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SIOUX CITY | After lawsuits, protests and two delays, Gov. Terry Branstad's plan to shift management of Iowa's Medicaid program to private, out-of-state, for-profit health care companies goes into effect Friday, three months later than it was supposed to.

Don Dew, a Medicaid beneficiary and director of the Disabilities Resource Center of Siouxland, said Tuesday two of his providers hadn't signed contracts with Amerigroup Iowa, the managed care organization (MCO) he was assigned. One of those providers is affiliated with CNOS in Dakota Dunes.

Spokeswoman Ashley Mozak said Wednesday CNOS has signed contracts with all three MCOs and is ready for the transition.

Dew, who has epilepsy, is hopeful he won't have to travel nearly five hours to Iowa City to see a neurologist.

"It's really a wait-and-see. But I think what we'll end up seeing is a lot of problems come April 1," he said.

Medicaid, a federal-state insurance program for the poor and disabled, was supposed to be privatized Jan. 1, but the Centers for Medicare & Medicaid Services said Iowa wasn't ready to make the transition by Branstad's deadline and delayed it.

The Branstad administration projects that moving Iowa's 560,000 Medicaid beneficiaries to its new managed care program, IA Health Link, will save the state $47 million in the first six months, down about $4 million from original estimates.

Siouxland Community Health Center and UnityPoint Health -- UnityPoint Health-St. Luke's parent company -- have signed contracts with all three MCOs hired by the state of Iowa to help run its $4 billion Medicaid program. The MCOs must offer the same benefits as the previous Medicaid program.

"We are continuing to help prepare our staff and patients for the transition by providing them facts Iowa Medicaid members should know about the new program," said Sabra Rosener, vice president of government relations for UnityPoint Health.

"UnityPoint Health is contracted with all three MCOs in the new Medicaid program – Amerigroup Iowa, AmeriHealth Caritas and UnitedHealthcare. This means if members already receive care from UnityPoint Health, they can continue their care as usual no matter which MCO or plan they choose."

Executive director Karen Van De Steeg said the June E. Nylen Cancer Center is also working with all three approved MCOs.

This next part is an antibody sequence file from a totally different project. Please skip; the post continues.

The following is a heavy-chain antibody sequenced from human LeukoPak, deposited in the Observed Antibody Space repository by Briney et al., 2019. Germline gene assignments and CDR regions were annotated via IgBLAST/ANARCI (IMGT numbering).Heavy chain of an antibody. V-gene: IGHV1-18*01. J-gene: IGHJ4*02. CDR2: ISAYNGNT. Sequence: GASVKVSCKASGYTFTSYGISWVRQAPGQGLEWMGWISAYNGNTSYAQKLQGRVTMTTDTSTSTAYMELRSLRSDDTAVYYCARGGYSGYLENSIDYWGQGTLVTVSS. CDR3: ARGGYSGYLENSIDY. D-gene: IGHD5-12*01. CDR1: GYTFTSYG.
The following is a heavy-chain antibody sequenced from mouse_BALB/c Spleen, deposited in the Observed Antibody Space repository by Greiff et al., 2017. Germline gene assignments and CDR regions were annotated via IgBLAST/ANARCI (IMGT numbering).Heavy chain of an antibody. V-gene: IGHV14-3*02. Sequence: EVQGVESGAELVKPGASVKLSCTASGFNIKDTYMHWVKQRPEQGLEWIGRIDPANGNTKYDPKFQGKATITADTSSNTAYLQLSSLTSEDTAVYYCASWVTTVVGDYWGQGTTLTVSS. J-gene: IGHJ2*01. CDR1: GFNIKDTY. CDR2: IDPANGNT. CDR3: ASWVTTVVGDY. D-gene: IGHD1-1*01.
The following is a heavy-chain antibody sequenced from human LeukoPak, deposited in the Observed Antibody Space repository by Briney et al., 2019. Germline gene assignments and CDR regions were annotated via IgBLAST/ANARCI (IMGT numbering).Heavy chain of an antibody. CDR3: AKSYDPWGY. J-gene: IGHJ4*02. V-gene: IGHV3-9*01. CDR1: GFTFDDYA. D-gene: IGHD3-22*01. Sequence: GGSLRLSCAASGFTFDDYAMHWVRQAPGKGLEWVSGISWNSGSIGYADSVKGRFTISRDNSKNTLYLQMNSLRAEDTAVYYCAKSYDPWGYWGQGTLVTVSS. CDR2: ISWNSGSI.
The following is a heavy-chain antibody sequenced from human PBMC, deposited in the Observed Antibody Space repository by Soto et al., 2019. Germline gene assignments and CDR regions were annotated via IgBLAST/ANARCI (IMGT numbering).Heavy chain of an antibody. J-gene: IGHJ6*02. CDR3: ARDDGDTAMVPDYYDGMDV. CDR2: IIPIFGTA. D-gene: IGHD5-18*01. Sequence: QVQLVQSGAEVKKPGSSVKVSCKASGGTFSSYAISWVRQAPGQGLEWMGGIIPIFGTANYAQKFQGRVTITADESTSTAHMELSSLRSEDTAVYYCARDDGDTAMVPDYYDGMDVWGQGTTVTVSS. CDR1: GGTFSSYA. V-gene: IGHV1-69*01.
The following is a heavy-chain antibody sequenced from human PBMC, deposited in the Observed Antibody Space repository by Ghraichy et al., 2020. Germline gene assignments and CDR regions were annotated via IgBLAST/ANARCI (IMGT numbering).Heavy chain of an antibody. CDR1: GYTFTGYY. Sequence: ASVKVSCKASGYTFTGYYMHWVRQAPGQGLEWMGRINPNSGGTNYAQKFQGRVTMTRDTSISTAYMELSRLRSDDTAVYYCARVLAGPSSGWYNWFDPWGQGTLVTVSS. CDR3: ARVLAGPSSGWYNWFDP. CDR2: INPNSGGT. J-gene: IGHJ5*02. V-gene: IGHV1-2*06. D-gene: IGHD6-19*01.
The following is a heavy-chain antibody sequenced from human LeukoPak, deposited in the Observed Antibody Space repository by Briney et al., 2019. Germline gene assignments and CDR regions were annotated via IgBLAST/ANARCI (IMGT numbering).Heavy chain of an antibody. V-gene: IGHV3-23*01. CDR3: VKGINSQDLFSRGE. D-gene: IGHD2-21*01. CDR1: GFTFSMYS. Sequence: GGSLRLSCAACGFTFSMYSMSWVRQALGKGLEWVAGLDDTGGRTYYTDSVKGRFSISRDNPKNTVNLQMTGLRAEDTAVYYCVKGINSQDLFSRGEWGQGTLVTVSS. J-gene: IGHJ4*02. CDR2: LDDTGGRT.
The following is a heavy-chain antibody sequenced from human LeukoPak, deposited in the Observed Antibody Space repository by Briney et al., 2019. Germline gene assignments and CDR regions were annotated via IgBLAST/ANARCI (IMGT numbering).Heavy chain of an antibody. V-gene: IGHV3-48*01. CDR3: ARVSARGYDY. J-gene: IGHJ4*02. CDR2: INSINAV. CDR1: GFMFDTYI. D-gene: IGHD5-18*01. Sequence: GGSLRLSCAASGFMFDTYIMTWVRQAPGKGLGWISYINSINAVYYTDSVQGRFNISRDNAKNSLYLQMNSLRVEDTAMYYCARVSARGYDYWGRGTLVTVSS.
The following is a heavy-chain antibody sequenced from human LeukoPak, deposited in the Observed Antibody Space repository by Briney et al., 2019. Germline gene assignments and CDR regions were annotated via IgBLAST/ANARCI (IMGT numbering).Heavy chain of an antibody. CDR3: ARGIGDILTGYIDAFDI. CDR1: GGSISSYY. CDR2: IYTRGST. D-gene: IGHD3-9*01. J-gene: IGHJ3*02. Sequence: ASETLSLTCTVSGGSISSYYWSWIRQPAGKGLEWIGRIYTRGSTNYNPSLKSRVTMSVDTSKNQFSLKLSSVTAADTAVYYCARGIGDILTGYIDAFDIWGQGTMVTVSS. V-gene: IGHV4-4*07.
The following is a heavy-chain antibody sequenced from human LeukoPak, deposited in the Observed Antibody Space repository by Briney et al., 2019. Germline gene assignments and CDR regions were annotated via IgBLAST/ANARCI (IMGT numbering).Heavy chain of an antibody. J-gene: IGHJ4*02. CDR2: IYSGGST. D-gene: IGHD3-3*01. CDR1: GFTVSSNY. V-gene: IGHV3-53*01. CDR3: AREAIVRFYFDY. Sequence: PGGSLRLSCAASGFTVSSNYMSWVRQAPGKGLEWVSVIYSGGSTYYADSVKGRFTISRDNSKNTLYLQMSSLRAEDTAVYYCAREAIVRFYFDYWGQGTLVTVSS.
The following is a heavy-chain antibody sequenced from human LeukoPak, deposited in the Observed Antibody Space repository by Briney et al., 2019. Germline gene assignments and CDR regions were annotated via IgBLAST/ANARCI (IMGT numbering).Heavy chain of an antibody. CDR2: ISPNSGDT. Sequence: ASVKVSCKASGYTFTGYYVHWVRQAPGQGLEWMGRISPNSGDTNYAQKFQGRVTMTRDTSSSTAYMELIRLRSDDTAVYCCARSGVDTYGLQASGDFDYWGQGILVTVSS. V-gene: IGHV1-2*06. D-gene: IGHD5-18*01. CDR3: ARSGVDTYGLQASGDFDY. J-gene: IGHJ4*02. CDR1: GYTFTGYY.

"The cancer center is ready, but we have some concerns as to whether the MCOs are ready based upon their additional requests for information," she said.

Mari Kaptain-Dahlen, Siouxland Community Health Center's CEO, said outstanding questions remain about how the processes will work for each of the three MCOs, but she said the health center's goal is to make the implementation a "seamless, smooth transition" for patients.

She said staff are contacting patients who have appointments next week to pre-register them and ask which plan they are enrolled in.

"We are reminding patients that the most important item to bring to their appointment is their card from the MCO that has their Medicaid number," she said. "Once patients are registered in our system with their new health plan, we will be able to work with the plan to make sure that patients receive the care they need."

Dave Smetter, Mercy Medical Center's vice president of communications and community development, said the Sioux City hospital has signed contracts with AmeriHealth Caritas and Amerigroup Iowa. Negotiations are ongoing with UnitedHealthcare Plan of the River Valley, but he said Monday Mercy won't have a signed agreement with the MCO by Friday.

"Mercy staff is working with AmeriHealth Caritas and Amerigroup to understand their policies and procedures for providing patient care to their customers," he said. "We are prepared to educate patients as they present themselves at Mercy."

None of the MCOs have been able to negotiate contracts with the Mayo Clinic in Rochester, Minnesota. In the meantime, the medical center, which is a world leader in cancer care and research, has agreed to accept Iowa Medicaid patients who can't get the same treatment elsewhere on a case-by-case basis after April 1.

Dew said he knows local residents covered by Medicaid who receive care at the Mayo Clinic.

"That's risking life right there. That's one reason why people have been going to the Mayo Clinic," he said. "To then say, 'Well, you can go to Iowa City.' If they could have, then they would have."

Smetter said patients should know which MCO they are covered by. However, he said, all patients who come to Mercy's emergency department will be seen by a physician and stabilized.

Rosener said UnityPoint Health is advising Medicaid beneficiaries to make sure that their primary care physician's name is listed on their new identification cards. According to information posted on the Iowa Department of Human Services' website, patients should have received cards from their MCO by Friday.

If beneficiaries' cards don't list a primary care physician or have the incorrect doctor listed, Rosener said they will need to call their MCO to get a new card. Those who need to select a primary care doctor in their new plan must also call their MCO. The MCO will help find a doctor who is taking new patients. The deadline to change MCOs is June 16.

Dew said Medicaid beneficiaries will also have to take steps to ensure they have non-emergency medical transportation. Each MCO has a contract with a different transportation provider.

"Once you find out who your MCO is, then you have to find out who your transportation person is going to be. Then you have to get signed up with them," he said. "You need to actually be doing that this week if you have an appointment in April."

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Health & Lifestyles Reporter

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